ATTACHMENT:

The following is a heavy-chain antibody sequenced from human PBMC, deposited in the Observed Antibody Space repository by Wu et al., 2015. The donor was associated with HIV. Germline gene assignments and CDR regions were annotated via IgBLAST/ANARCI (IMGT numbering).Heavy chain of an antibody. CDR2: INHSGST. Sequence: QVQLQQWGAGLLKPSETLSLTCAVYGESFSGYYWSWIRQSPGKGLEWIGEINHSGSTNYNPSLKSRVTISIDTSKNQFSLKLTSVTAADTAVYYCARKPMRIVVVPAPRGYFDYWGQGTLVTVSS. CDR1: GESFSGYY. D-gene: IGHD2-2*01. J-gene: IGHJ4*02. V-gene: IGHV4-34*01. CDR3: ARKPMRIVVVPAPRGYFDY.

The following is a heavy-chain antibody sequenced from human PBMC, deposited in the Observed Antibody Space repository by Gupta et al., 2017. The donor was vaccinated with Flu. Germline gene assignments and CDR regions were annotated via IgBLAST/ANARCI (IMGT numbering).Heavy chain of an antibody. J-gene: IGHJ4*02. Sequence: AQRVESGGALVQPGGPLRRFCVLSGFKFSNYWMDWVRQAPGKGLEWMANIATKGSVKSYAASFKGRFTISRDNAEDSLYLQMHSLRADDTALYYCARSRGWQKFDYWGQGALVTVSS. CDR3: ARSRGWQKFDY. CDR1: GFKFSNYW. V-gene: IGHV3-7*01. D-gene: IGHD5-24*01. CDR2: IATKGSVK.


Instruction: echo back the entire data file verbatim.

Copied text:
The following is a heavy-chain antibody sequenced from human PBMC, deposited in the Observed Antibody Space repository by Wu et al., 2015. The donor was associated with HIV. Germline gene assignments and CDR regions were annotated via IgBLAST/ANARCI (IMGT numbering).Heavy chain of an antibody. CDR2: INHSGST. Sequence: QVQLQQWGAGLLKPSETLSLTCAVYGESFSGYYWSWIRQSPGKGLEWIGEINHSGSTNYNPSLKSRVTISIDTSKNQFSLKLTSVTAADTAVYYCARKPMRIVVVPAPRGYFDYWGQGTLVTVSS. CDR1: GESFSGYY. D-gene: IGHD2-2*01. J-gene: IGHJ4*02. V-gene: IGHV4-34*01. CDR3: ARKPMRIVVVPAPRGYFDY.

The following is a heavy-chain antibody sequenced from human PBMC, deposited in the Observed Antibody Space repository by Gupta et al., 2017. The donor was vaccinated with Flu. Germline gene assignments and CDR regions were annotated via IgBLAST/ANARCI (IMGT numbering).Heavy chain of an antibody. J-gene: IGHJ4*02. Sequence: AQRVESGGALVQPGGPLRRFCVLSGFKFSNYWMDWVRQAPGKGLEWMANIATKGSVKSYAASFKGRFTISRDNAEDSLYLQMHSLRADDTALYYCARSRGWQKFDYWGQGALVTVSS. CDR3: ARSRGWQKFDY. CDR1: GFKFSNYW. V-gene: IGHV3-7*01. D-gene: IGHD5-24*01. CDR2: IATKGSVK.